Coronavirus: OC woman, boyfriend learned of pandemic after returning from 25-day river-rafting trip in Grand Canyon

Imagine rafting down the Colorado River for 25 days, with no contact from the outside world -- only to return and discover that a deadly pandemic has swept the planet while you were off the grid.

"The first message I get is from my mom and she says, you need to call me now," Mason Thomas told Eyewitness News.

Mason and his girlfriend Kate Condino, of Newport Coast, were among a group of more than a dozen friends who left civilization in mid-February to raft 280 miles through the Grand Canyon. No cellphone service, no outside contact.

"Everything is magical, beautiful down there," said Mason. "Every turn, every corner shows you something new. It's just absolute paradise."

"Like a big playground, nature's playground," said Kate. "It feels like you've gone back in time, surreal."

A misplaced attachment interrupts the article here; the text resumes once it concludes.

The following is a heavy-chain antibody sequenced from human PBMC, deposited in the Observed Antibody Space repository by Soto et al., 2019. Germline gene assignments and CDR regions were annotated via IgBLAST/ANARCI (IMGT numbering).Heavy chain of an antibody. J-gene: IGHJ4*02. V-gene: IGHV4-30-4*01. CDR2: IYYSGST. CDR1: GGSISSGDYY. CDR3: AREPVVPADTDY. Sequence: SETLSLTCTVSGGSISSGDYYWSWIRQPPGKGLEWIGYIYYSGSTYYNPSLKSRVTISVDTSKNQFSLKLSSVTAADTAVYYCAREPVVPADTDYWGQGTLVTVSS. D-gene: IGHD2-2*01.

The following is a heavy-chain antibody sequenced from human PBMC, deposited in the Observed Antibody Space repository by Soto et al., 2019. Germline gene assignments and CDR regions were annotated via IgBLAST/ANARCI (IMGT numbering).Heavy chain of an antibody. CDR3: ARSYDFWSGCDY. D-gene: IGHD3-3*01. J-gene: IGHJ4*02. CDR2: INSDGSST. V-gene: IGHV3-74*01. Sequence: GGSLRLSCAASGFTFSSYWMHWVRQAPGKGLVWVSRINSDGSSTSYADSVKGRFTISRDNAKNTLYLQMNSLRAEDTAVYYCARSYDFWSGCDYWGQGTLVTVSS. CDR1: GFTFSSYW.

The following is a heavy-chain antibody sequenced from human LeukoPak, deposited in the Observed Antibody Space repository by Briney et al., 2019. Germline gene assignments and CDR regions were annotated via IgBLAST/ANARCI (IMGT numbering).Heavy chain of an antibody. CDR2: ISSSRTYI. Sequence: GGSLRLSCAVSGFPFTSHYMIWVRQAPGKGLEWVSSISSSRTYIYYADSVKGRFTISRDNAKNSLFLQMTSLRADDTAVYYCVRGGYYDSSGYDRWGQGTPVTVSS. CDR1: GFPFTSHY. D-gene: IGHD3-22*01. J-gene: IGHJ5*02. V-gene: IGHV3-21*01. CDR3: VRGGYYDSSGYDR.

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On March 21, their great adventure came to an end with a dose of harsh reality. They paddled to shore for the last time and faced this question from the first other human being they'd encountered in nearly one month.

"He goes, OK ,have you had any contact with the outside world?" said Mason. "And we all just kind of shrugged and said no, not really. And he goes, 'OK' and kind of rolls his eyes and sighs. 'The world is going crazy, you've got a lot to hear. The stock market crashed, toilet paper is out everywhere, Italy closed its borders, the NBA isn't doing games anymore.' And it was like, whoa!"

At first the group of friends thought the man might be pulling their leg, but soon reality set in.

"I remember just being so shocked to hear one of our friends say, 'Oh, my girlfriend says we need to pick up toilet paper, beans and rice before we get back to Durango,'" said Kate. "And it just felt like a completely unreal situation, like something from a movie. We expected the world to be normal when we returned."

Nothing is normal for now. Kate, a senior at Cal Poly San Luis Obispo, has no regrets about their 25 days off the grid.

"It feels like stolen time, essentially," she said, "like you stole this extra moment from the world and so that, I think, is pretty cool."
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